You might be interested in geometric algebra. As Anthony alluded to, physicists are too often obsessed with expressing all geometrical quantities in terms of coordinates and coordinate bases. The more mathematical approach of putting everything in a coordinate-independent way helps, but this is usually done by considering everything as a map. You can absolutely do this, but it also tends to lose the geometric significance of objects. As an example, I spoke with a professor I had for a Riemannian geometry course, and I explained to him the concept that the Riemann tensor is a map from bivectors to bivectors (from oriented planes to oriented planes). He seemed positively surprised by this notion, but in geometric algebra, it is the only way the Riemann tensor is presented (and the only way it needs to be presented).
This is what traditional mathematical presentations lack--the easy ability to deal with geometrical objects beyond vectors, even though such concepts would bring considerable clarity to differential geometry.
One formalism of geometric algebra applied to differential geometry is the "universal" geometric algebra--an infinite-dimensional clifford algebra. This takes away the arbitrary nature of an embedding; a manifold can simply be considered as a set of vectors (not tangent vectors, but vectors in a flat space). And because the points on the manifold are themselves vectors, expressions like $\partial x/\partial x^i$ are no longer hand-waving nonsense but legitimate, well-defined expressions to expose tangent vectors of the manifold (this is actually a major gripe Hestenes has with the identification of $\partial/\partial x^i$ as a vector, partly because the notion of partial derivatives as vectors is incompatible with the clifford algebra structure).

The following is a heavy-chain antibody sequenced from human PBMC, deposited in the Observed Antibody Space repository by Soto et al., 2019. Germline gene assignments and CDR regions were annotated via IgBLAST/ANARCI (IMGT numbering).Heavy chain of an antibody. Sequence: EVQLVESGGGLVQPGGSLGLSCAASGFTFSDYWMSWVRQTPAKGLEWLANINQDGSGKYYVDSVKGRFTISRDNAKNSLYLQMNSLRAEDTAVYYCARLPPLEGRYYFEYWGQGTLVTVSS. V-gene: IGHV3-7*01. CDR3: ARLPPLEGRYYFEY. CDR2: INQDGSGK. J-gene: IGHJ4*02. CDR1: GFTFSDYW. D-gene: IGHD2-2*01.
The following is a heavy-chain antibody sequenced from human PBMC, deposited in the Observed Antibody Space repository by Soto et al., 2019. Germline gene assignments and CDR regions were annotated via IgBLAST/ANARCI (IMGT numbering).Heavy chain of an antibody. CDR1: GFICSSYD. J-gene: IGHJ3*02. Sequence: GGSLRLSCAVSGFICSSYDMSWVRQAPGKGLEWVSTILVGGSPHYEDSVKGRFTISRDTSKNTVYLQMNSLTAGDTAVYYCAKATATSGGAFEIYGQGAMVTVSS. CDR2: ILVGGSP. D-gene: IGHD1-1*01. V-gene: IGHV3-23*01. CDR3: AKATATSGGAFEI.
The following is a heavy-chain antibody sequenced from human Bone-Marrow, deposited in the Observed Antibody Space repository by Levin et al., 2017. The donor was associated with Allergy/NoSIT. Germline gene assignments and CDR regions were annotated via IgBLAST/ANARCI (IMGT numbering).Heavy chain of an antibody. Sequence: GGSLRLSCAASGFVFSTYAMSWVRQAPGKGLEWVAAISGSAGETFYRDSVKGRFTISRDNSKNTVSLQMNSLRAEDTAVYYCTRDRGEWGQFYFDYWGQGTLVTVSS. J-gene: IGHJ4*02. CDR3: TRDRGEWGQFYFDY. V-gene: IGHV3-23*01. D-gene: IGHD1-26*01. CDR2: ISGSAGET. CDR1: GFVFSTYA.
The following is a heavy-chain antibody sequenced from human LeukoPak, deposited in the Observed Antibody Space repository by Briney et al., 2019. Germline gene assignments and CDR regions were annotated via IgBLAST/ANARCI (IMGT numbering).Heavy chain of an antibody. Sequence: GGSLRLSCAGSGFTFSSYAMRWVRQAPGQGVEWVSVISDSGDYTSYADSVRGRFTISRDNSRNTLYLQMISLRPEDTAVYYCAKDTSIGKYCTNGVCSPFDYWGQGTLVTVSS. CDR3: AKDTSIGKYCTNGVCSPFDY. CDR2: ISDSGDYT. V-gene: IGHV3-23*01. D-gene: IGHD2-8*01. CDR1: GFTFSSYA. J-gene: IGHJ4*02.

In this view, then, one can always appeal to the basis vectors of the ambient universal GA and identify a geometrical object as having a fixed expression in terms of the those extrinsic basis vectors. That is to say, clearly a tangent vector (or other geometrically significant object) may be expressed in terms of some coordinate basis vectors intrinsic to the manifold, an expression that will change with different choices of coordinates, but the embedding of the manifold in the UGA isn't changing with the choice of coordinates, so the tangent vector cannot be changing. Intrinsically, one would have to resort to the chain rule, as Anthony did, to identify the change in components as following entirely from function composition (from the chain rule).
Of course, from an extrinsic perspective, it's much easier in general to identify geometrically significant quantities. The covariant derivative of a vector field is just the projection of the derivative of the projection, for instance. Intrinsically, it can be harder to visualize.